Things To Learn From TV Crime Shows

CSI's Marg Helgenberger wearing the normal attire for solving crimes......and distracting perps.

Alida Nugent, a writer, put together an article for the Huffington Post entitled, “10 Things We’ve Accidentally Learned From Crime Dramas.”

Personally, I can’t say that I’ve learned anything important or earth shattering from watching crime dramas, other than all TV crimes are solved in under an hour…..with the exception of who the hell “Red John” is on the Mentalist.

Anyhow, I took my usual inquisitive look at what she’s listed and added my own perspectives.

1. “Don’t be fooled by those innocent looking people at the beginning of a show. The babysitter, ex-stepmother or shoe salesman. And don’t be fooled by their lack of makeup or air tight alibis….they are murderers.”

I have to agree with Alida.  This is usually the case due to the fact that most babysitters, shoe salesmen and ex stepmother’s all have an ax to grind because all they’ve accomplished in life is being a babysitter, shoe salesman and ex stepmother. I’d be pissed off too and ready to kill someone.

2. “Crayons.   Meaning that the most insignificant piece of evidence can be crucial.  In one episode detectives found crayons at the scene of a crime that only two stores sold in Manhattan where the owner of the store turned out to be an ex con and a murderer.” That….and the fact that all of his drawings with those crayons were outside of the lines.  I would have thought that to be of a suspicious nature too. Kindergarten and up we all know when you use crayons you have to stay within the lines. DUH!

3. “Security cameras.”  Of course!  Everywhere there are security cameras that can zoom in on any crime scene showing the most intimate details such as an ant nibbling on a crumb on a sidewalk which could in turn help the forensic people determine what type of snack the perp ate while committing the crime.

4. DNA.  Alida says that the 55 minutes you watch the show doesn’t matter because DNA always cracks the case. I’ve narrowed it down to 40 minutes due to the fact that commercials take up the other 20 minutes. This all means that you can utilize that useless time before they get to the DNA part and make yourself some really good snacks before they get to the DNA part….which is the last ten minutes of the show.

5.  I didn’t quite get this one.  She referred to a book, which I assume is some sort of book that law enforcement people are supposed to go by….in which case, they usually don’t and throw it out….I guess.

6. “Every city is the most dangerous.”  Yep, that’s true. If you watch any crime drama your town or city will eventually show up.  With the exception of my town because there’s nothing to attract crime here and its so small that if you plug in your electric razor all the lights in town dim. I think most crime suspects live here and go everywhere else to commit crimes.

7. “If you are a woman detective you have a uniform, ribbed turtleneck, boxy leather jacket, grey business pants, square-toed shoes, hair in a ponytail or short cut, and wear hooped earrings.”  WHAT!  obviously Alida is incorrect in this assessment.  Any crime show I’VE watched has the women detectives wearing low-cut boobish tops and tight jeans. Obviously to distract the perps while arresting or questioning them. Example, Marg Helgenbeger, CSI and Paget Brewster, Criminal Minds.  Sela Ward, CSI, running a tight close third in the running.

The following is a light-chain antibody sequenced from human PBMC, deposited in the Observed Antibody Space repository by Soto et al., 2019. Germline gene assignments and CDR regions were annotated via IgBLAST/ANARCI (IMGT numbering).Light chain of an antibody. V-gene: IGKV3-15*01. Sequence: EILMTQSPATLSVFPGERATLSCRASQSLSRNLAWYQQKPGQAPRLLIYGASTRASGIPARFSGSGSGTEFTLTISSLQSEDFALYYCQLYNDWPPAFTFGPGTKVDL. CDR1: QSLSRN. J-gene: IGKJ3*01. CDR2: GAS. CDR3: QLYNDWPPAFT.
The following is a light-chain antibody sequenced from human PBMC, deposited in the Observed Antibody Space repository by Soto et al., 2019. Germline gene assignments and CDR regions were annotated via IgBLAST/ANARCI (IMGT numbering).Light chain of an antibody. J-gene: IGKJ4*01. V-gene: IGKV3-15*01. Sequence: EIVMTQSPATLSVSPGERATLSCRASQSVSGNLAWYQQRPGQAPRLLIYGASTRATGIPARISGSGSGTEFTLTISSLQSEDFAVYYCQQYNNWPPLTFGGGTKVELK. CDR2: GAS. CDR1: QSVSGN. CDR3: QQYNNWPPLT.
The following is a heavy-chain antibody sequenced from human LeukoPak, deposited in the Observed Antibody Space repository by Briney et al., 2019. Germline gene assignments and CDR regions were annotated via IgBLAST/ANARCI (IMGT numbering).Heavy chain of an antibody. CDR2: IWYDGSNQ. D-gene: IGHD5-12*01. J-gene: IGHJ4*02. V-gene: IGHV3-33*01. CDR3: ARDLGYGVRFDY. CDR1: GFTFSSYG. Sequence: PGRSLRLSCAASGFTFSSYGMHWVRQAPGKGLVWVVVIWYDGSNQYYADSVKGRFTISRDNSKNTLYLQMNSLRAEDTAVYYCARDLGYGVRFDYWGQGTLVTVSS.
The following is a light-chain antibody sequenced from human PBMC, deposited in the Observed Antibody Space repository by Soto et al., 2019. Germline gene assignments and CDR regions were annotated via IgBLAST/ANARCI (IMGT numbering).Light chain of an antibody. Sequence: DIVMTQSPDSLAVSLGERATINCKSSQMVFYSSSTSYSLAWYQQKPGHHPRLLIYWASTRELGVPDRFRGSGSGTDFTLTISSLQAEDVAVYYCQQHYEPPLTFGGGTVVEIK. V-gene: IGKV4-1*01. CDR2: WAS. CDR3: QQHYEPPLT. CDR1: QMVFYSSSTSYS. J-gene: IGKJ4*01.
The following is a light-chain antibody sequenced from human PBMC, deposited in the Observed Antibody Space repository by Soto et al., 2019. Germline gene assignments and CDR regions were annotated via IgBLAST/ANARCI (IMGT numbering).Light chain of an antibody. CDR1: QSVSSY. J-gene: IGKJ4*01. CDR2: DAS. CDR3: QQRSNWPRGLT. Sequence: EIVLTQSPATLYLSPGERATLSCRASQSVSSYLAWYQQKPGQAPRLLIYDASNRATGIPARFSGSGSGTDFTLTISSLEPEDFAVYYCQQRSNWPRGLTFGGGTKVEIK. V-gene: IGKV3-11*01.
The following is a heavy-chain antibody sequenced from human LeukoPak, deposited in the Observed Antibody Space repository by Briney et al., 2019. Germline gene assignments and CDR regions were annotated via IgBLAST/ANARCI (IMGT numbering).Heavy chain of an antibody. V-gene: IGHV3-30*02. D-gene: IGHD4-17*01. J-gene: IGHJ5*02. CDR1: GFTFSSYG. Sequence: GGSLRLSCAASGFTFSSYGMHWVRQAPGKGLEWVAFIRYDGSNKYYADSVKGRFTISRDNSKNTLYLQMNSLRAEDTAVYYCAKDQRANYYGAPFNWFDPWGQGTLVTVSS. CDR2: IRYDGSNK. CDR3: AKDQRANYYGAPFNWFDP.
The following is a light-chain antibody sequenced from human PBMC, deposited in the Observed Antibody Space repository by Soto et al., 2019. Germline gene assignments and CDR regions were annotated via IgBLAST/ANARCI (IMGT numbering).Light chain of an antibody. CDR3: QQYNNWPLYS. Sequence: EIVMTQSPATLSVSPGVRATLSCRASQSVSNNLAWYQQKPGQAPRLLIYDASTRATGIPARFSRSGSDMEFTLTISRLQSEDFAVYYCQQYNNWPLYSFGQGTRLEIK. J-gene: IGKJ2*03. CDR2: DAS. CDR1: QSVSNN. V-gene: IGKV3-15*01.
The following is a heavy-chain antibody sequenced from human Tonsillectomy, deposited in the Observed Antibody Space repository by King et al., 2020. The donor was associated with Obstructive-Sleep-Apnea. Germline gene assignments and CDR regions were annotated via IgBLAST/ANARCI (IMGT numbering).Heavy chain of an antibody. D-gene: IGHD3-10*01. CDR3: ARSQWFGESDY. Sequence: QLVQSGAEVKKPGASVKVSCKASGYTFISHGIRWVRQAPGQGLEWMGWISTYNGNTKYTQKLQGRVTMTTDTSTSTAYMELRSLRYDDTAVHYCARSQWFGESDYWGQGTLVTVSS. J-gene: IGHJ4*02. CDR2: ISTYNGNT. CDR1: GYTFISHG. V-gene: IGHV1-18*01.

8. “Good cop, bad cop.”  Oh yeah….we’ve all seen this.  Except for the time I got yelled at for parking my car in a fire zone area outside a McDonalds and a state trooper yelled at me. I asked him where the good state trooper was and he yelled at me even more. I guess you only get a choice if you’re involved in a major crime.

9. “If you think you know whodunnit in the first five minutes….you’re wrong.”  This goes back to the first piece of advice Alida gave us.  The ex stepmother and others.  My track record is pretty good on this point however. I can usually pick out the SOB in the first five minutes.  Here’s a few tips on how to do that.  If there’s a guest star, like somebody famous, or a goofy innocent looking wouldn’t hurt a fly type person, or a repairman who just happens to have visited the crime scene, one of them did it. The only exception to this rule is if it was an Avon lady, someone handing out religious booklets or a politician.  Um, scratch that last one….you know how politicians can go either way.

10. “Every crime can be solved in 53 minutes.” We covered this earlier, minus the commercials. The only exception being if it is a special two or three-hour movie, in which case it will be solved, minus the commercials, in either 40 minutes minus the 20 for commercials, 80 minutes minus 40 for commercials or 120 minutes minus 60 for commercials. (not including the gazillion Bob’s Furniture commercials)

So there ya have it.  Now all of you check your local TV listings and put all of this to the test watching some crime drama tonight.

ME……I’m gonna slap in a DVD where there are No commercials……one that I’ve seen before and know the ending……..but wanna watch it for the scene where the suspect, Sharon Stone, sits in the interrogation room and is questioned by the cops while exposing a crucial body part which totally disrupts their line of questioning and she gets off.  Or they do……….I’m not sure.

Works for me….I know the ending, I get my uncensored excitement, there’s no commercials, and I have the ol pause button for those tasty TV snacks.

Copyright 2010 MisfitWisdom RLV

About misfit120

Former disc jockey, (Dick Jones) 30 years, and author of, "I Could Have Been Famous But Sex, Love & Life Got In The Way" available at books, & Kindle, "The Covert Chamber" a mystery novel available at and Barnes & Noble, and "Forgotten" the story of two WWI pilots who were forgotten for over 70 years available on and Kindle
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